Call To Action!

Crowd Funding Campaign

Queensland Koala Rescue are urgently seeking your support to help raise funds to replace their Koala Rescue vehicle. Please consider donating to their crowd funding campaign below.

Donate here!

Stop Shelley Beach 'Vegetation Management'

Let council know you do not support vegetation modification by residents at Shelley Beach and that you'd like to see Turtle habitat kept in tact! Phone council on 5475 7272

#StopAdani ROADSHOW

Tuesday March 28. Brisbane City Hall. Doors open at 6:30pm, Tickets $10-15. Be part of the people-powered movement to Stop Adani's mega coal mine in Queensland! Check "Stop Adani" Facebook page for updates. Contact Alison Smith on 0429 694 014 to join the group traveling south from the Sunshine Coast!

Latest Environment News

SEQ Koala Population Crash - Extinction is Imminent

Koala protection efforts are failing in Queensland despite clear evidence of devastating population losses, a new report has found outling a list of failures from policy, planning and through to mapping.  This is putting the vulnerable population at risk.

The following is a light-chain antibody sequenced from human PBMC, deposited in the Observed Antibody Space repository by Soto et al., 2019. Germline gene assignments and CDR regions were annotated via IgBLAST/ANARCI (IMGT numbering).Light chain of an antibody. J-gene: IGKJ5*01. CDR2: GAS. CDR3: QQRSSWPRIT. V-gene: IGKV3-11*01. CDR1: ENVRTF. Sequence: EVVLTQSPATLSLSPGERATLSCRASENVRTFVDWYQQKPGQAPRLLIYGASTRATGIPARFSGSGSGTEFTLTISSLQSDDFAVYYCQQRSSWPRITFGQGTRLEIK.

An expert panel, established by the State Government after the ABC revealed a catastrophic population crash in south-east Queensland's Koala Coast and Pine Rivers regions, delivered an interim report.  The report stated laws introduced to protect koalas since 2008 have "had very little impact in slowing the rate of habitat loss".  It found existing laws favoured urban development and were "not constructed to halt ... impacts on koala populations".
 
Queensland Conservation Council coordinator Tim Seelig said the report lacked any push for urgent action and he called for a moratorium on clearing to protect koalas."We need some radical action to put a stop to this ongoing decline before the koala become extinct in Queensland," he said. Mr Seelig said the State Government's new South East Regional Plan must make conservation a priority.
 
"If we can't have planning laws that protect our special environment we won't have any natural environment left and we won't have any koalas left either," he said.